Candido Da Rocha, a Nigerian born in Brazil is also reported to have imported the first car to Nigeria. Chief Candido Joao Da Rocha was born in the Brazilian region of Baha and upon his return to Nigeria, he built the Lagos water house with his father, Esan Da Rocha.
Chief Candido Joao Da Rocha, a former serviceman would then become so wealthy that he could afford to send dozens of his clothes to the dry cleaner in the UK.
He was a contemporary of the aforementioned Sir Herbert Macaulay. His daughter now in her 90s confirms he was so rich that he supported so many people with financial aid. He was one of the founding members of the Lagos Race Club.
In his time, we are sure he would have owned a Rolls-Royce or Limousine if they were in existence.
Da Rocha made use of what he had at the time, cruising around in his gold-plated horse-drawn carriage. He would later go on to import the first vehicle to Lagos.
Da Rocha died in 1959, aged 95. He held the chieftaincy title of the Lodifi of Ilesha, a founding member of the Anti-slavery and Aborigines' rights society. He is commemorated in a novel, The Water House by Antonio Olinto.
Chief Candido Joao Da Rocha was a proud but generous Ilesha man
Candido Da Rocha famous Waterhouse in Lagos
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4. Sir Mobolaji Bank Anthony
Sir Mobolaji Bank Anthony is another name you’ve probably never heard of.
You’re also probably wondering why he has ‘Bank’ in his name. When you consider his achievements, the name isn’t at all out of place. He had enough cash to be called a bank.
Being a businessman and philanthropist, he was an investor in aero contractors and at the time had distribution rights to cars manufactured by Roots Group. As a result of this partnership, Sir Mobolaji must have driven a Hillman Minx Magnificent (1937), a Sunbeam Talbot 90 in the 60s, and the Hillman Avenger in the 70s and 80s.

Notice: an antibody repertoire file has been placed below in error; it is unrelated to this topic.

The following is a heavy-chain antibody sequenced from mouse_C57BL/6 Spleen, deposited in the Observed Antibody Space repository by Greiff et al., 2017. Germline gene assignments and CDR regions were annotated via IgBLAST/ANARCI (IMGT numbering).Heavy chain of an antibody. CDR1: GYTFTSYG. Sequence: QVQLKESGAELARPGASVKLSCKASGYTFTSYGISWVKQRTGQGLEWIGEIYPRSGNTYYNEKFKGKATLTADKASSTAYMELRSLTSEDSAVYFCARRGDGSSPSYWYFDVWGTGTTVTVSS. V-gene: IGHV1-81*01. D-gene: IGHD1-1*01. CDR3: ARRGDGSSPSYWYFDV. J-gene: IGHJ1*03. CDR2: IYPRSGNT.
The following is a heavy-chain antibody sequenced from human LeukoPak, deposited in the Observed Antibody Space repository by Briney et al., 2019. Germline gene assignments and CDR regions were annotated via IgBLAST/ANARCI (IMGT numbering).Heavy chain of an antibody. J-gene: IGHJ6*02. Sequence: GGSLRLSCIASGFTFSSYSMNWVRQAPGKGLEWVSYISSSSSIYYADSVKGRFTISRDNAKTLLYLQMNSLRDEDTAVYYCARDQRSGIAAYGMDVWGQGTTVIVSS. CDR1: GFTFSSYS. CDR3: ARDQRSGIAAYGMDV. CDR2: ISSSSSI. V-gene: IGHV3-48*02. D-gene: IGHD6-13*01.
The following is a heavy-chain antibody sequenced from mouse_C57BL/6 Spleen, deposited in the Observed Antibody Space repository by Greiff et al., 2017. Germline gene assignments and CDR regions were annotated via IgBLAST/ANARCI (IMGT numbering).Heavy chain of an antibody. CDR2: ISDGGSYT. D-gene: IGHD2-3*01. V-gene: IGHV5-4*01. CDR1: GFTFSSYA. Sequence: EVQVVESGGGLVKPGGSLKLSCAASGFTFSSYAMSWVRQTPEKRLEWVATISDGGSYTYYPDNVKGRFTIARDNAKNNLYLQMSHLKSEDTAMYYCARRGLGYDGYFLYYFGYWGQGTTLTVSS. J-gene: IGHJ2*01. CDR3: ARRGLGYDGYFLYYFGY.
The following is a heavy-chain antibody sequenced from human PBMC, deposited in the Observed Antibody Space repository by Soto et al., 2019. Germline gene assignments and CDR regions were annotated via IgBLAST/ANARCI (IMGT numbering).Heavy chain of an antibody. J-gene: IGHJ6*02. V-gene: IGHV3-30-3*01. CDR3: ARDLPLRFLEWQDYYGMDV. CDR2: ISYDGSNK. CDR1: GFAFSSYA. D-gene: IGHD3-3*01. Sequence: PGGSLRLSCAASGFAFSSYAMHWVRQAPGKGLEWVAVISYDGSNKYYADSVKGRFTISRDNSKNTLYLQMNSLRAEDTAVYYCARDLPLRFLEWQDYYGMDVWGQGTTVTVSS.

Sir Mobolaji Bank Anthony
5. Chief Funmilayo Ransome Kuti
The last name on our list, definitely not the least, is a name you probably know, Chief Funmilayo Ransome Kuti.
She was a Nigerian educator, political campaigner, suffragist and women’s rights activist, and the mother of renowned musician Fela Kuti. She was the first female to attend Abeokuta Grammar School. She is the first woman to be documented to drive a car not just in Nigeria, but Africa as a whole.
She wasn’t just the first woman to drive a car; many also report her to be the first woman to drive a bike. She was a traveled woman, visiting many countries before she passed.
Today, the number of women driving cars on Nigerian roads is uncountable, but it hasn’t always been so. Chief Funmilayo was audacious, the way she was in her fight for women's rights and Nigerian independence. She died on the 13th of April 1978.
Chief Funmilayo Ransome Kuti and her famous son Fela
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So you see, there are very few first Nigerians to drive cars during the colonial era. I'm certain only a handful of us had any idea who Candido Da Rocha was before this article. Hope you learned one or two things from us, please do well to check out our news page for more exciting and insightful articles.
Let's end this article with this 1970s event in Lagos.....A bit sobering though
Bar Beach, Lagos | April 1972